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Delayed Aging and Exoskeletons for Human Enhancement

17 January 2024
Thrivous Admin


Welcome to the latest roundup of human enhancement news. We're sharing exciting breakthroughs in artificial intelligence, robotics, and longevity research that could significantly impact how we live, work, and age, lending support to the vision of a world that transcends current notions of aging and mortality.

Starting on a high note, recent research has focused on leveraging deep learning algorithms to accurately classify P300 signals, neurological biomarkers important in studying cognitive functions in neurological disorders. Although classical machine learning methods have proven effective, deep learning methods promise more generalizability and less need for subject-specific training in clinical settings.

In another exploration into delaying aging, a study has found that the gene OXR1 could play a vital role in maintaining brain health and longevity under dietary restriction, highlighting its potential use in age-relayed neurological disease treatments.

Shifting gears from delaying aging to enhancing lifespan, another study has shown how the natural compound icariin can enhance health and extend lifespan by inducing a hormetic response, namely, a beneficial response to mild stress.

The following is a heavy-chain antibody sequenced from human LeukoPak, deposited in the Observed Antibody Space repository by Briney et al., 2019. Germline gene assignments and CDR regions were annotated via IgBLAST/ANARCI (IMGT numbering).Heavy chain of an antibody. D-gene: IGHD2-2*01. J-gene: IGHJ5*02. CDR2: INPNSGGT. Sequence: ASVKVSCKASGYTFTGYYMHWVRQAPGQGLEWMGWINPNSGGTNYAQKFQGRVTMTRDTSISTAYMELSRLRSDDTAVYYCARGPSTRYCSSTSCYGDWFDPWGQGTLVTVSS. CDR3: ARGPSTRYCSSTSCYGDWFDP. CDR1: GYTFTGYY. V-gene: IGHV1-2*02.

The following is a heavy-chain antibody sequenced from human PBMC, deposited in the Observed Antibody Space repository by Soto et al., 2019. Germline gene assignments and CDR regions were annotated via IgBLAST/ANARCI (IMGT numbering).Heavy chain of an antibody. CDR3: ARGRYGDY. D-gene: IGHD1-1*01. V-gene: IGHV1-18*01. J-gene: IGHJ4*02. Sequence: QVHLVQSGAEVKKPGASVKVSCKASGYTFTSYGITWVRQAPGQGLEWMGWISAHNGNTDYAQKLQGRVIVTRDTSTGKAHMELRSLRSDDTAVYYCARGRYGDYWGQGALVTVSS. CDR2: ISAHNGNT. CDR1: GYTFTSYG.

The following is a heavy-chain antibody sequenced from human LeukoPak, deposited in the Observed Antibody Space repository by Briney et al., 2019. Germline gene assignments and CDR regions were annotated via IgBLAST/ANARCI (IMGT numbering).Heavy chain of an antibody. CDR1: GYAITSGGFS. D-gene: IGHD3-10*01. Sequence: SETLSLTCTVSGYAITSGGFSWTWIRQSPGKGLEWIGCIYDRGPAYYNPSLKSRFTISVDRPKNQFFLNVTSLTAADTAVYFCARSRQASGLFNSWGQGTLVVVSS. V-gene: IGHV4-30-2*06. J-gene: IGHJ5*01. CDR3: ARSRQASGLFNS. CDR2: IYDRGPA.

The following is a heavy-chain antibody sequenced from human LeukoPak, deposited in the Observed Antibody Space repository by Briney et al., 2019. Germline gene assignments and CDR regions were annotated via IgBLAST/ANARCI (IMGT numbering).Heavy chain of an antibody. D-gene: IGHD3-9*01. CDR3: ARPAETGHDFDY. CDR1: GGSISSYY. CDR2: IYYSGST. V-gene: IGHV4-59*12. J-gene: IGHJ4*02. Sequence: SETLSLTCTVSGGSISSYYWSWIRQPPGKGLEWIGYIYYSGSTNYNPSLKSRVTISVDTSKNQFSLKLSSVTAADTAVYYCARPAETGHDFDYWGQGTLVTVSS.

In the field of robotics, researchers strive to improve the wearability of orthoses, devices that augment movement, by minimizing human-robot interface misalignments. They have developed three different designs of ankle-foot orthoses, and trials showed that a frontal shin guard design resulted in reduced misalignment and pressure at the human-robot interface, along with improved comfort and slight changes in walking motions.

Mapping this development to the realm of brain-computer interfaces (BCIs), a prototype wearable brain-controlled robot, Spot, was successfully developed to provide assistance in daily tasks such as fetching water, demonstrating the potential of BCIs in creating personal robotic assistants.

Moving towards limb prosthetics, the LIBRA NeuroLimb is a significant leap forward. This prosthesis for transhumeral amputations combines signals from electromyography and electroencephalography for real-time control, and initial tests indicate potential improvements in daily activities for users.

Last but not least, an experimental study compared the efficiency of fully passive, fully active, and active-passive shoulder exoskeletons for lifting tasks. The results showed that active-passive exoskeletons significantly improved users' stamina during lifting tasks and suggested the need for more development to make wearables better fitting for women.

In summary, researchers continue to make groundbreaking strides in the fields of artificial intelligence, robotics, and longevity research, laying the foundations for a future where human enhancement is more than science fiction. Their work brings us closer to a world where aging and mortality as we know it may become obsolete, and superhuman vitality and intelligence become the norm.

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